I have been making films for a number of years. With stubbornness, steadiness, perseverance and without any hope. Today, I want to advocate the cinema that I love, the type of cinema which is meaningful and which justifies my presence here.
After little more than a hundred years, only a few films may be considered as works of art belonging to our cultural heritage. Cinema often is a second-rate art form, hardly in touch with the notion of culture. There may be a simple explanation to this, which lies in the fantastic popularity of cinema, providing it with glory, yet taking it into dead ends. This is why one often confuses success with talent and art. Success and quality hardly ever mix any more.
Today, there are two types of films often distinguished by the intentions of their makers. One comes from the heart, the guts and the eyes; the other is made with eyes focused on the box-office. In the past, this was not so. There were films, and that was that. Art was incorporated in the films, in spite of themselves most of the time, through the talent of the people who made them. The main issue of film-making is that it costs a lot of money. More than ever, the box-office rules over the number and the quality of the films made. Such a serious situation is nothing but a lie. This is where cinema’s schizophrenia shows its tormented face. Because film-making is both an industry and an art.
The films I am fighting for are, I insist, made with artistic intentions. These are films which claim to be part of culture, expressing its complexities, its difficulties, its seriousness. Such films benefit less and less from any form of support. New formats and programmes have been introduced to help keep making films. Yet the very existence of cinema is restricted.
I am convinced that the State must act as a patron of the arts. Let’s not forget that states which sponsored the arts have contributed to wonderful achievements since the Renaissance. When their support is not entirely utilitarian, the State makes it possible for us to enjoy beauty and genius. The patron State which I advocate has a duty to protect the kind of films which aspire to a cultural dimension.
Such films, as Luis Buñuel, one of the greatest Mexican film-makers, said (and yes, he was a Mexican), reveal a mystery and become part of it, using their own light to blow the universe up. We’re talking about films which belong to art, to culture with a capital C. Good films. Today, the dominant production system is the strongest threat to such films because of the economic censorship it imposes on them in a heavier way than any form of official censorship. Complex films must continue to be made. Support programmes such as Ibermedia helped many good films to be made in our countries and to become part of culture.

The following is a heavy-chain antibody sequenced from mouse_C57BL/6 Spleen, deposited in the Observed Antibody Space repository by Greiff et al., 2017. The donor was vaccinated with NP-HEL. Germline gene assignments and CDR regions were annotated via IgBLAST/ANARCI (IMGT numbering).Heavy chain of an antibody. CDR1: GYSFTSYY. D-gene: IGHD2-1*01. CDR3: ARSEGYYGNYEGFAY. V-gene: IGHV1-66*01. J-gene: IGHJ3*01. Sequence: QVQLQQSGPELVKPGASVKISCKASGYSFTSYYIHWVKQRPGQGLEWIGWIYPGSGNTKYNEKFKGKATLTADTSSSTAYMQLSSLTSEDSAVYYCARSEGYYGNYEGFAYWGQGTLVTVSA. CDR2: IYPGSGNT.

Culture gives a face, a voice, a heart and a meaning to a country. The State needs it to forge patriotic links. And the State knows it. Supporting culture is never unmotivated or disinterested. The State needs culture and culture needs the State, with complete freedom. They need each other to protect their own autonomy, independence and integrity. Time and again, I have heard people say that, before dealing with culture, it is vital to build hospitals, schools and roads. But they seem to forget that culture is as vital as health, education and communications. Culture is not some painted background, it is an integral part of the social body.
We who make the films I am taking about need the permanent support of our governments. This is not about begging for their benevolence. This is about making sure we keep having a name, a voice, a face. Cinema is the public face which helps other countries recognize us. It is the intimate voice which helps us recognize ourselves. Whether those who keep making calculations like it or not, cinema is not a luxury we could do without. There cannot be any growth nor development without culture. There can be no democracy without culture. Films are not disposable goods which need better times to be made. For, when such better times do come, we will not what to do with films. Because we will have lost our face, our voice and our gaze.
Films such as those Buñuel wanted to make must keep being made. Dangerous films. Films which, in our eyes and our mind, will drown us with beauty and manage to blow the universe up.